After the Bologna process (which established European standards for higher education) PhD programmes were expressly given the status of ‘third stage’ programmes. In addition to employed PhD students and external PhD students, more varieties of PhD programmes have emerged. This is partly due to increasing internationalisation, and includes such forms as scholarships and joint PhDs. The VSNU identifies four types (dutch only) of PhD students.
Universities do not only see the third stage as the start of an academic career; PhD programmes also devote attention to skills that have applicability outside academia. An international study by the Organisation for Economic Co-operation and Development (OECD) has shown that PhD students in the Netherlands work outside universities on a regular basis, and that their job prospects are good (see OECD_career or doctorate-holders-arbeidsmarkt-2013). The teaching component for PhD students at graduate schools is fortified by a provision for experimentation. Legal provisions for PhD students have also meant that the third stage is covered by Dutch legislation, lending the PhD system greater international recognition.
When compared to other countries, the Netherlands does not have a high percentage of PhD graduates in the working population. However, the figure below shows that the number of doctorate conferrals has doubled since 2000. This development improves our position slightly (Education at a Glance, 2013).
In 2012, the number of PhD students starting to work at Dutch universities dropped for the first time in decades. In the years after the number of new PhD students stabilized, but the number of doctorate conferrals kept increasing.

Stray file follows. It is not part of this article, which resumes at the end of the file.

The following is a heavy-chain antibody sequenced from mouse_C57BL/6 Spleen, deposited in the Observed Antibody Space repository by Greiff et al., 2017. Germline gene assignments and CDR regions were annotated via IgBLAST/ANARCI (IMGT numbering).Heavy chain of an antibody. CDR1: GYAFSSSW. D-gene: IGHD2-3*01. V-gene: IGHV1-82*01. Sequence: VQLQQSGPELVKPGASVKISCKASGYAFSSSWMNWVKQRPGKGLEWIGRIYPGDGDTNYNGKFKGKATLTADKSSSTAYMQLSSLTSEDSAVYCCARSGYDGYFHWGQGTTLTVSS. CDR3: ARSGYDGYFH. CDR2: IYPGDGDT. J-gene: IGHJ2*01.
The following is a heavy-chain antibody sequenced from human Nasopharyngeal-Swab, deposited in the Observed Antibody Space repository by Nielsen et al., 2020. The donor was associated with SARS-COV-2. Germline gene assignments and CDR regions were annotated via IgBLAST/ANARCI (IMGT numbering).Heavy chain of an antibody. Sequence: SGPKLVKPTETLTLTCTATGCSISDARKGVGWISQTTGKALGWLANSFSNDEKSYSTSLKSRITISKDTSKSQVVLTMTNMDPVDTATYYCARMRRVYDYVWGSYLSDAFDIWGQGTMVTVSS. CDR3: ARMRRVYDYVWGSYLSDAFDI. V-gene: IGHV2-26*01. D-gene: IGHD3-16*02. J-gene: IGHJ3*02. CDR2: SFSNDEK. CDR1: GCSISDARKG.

A large number of PhD students in the Netherlands are not employed by universities, such as external PhD students. There are therefore no clear figures available on the total number of PhD students.
Success rates show that 75% of PhD students employed by their university ultimately graduate successfully. This figure is distorted by all kinds of changes to the appointment of PhD students.
The number of months required to successfully complete a PhD gives a more accurate picture of the success of PhD students. On average, PhD students need 60 months (or five years) to complete their doctorate. To increase success rates, universities have taken measures to improve supervision and teaching for PhD students. The graduate schools are expected to supply greater momentum to this process. One striking observation is that 45% of employed PhD students are not of Dutch nationality.
Only 6.6 of every 1000 economically active Dutch residents have a PhD. This figure is lower than the EU-15 average (7.5 PhD graduates per 1000 residents) and the Scandinavian reference group (12.0). This gap is only getting bigger, highlighting the major need for the Dutch PhD system to adapt to international developments. Most European countries maintain a mixed system that includes both PhD students with student status and those with employee status. Adapting the Dutch system accordingly will also increase student mobility. Dutch universities are also looking for more ways to make it possible to obtain a doctorate. For example, adding the scholarship student category of PhD students will allow universities to accept more PhD students, strengthening the Dutch knowledge society.
Last updated on 22-09-2016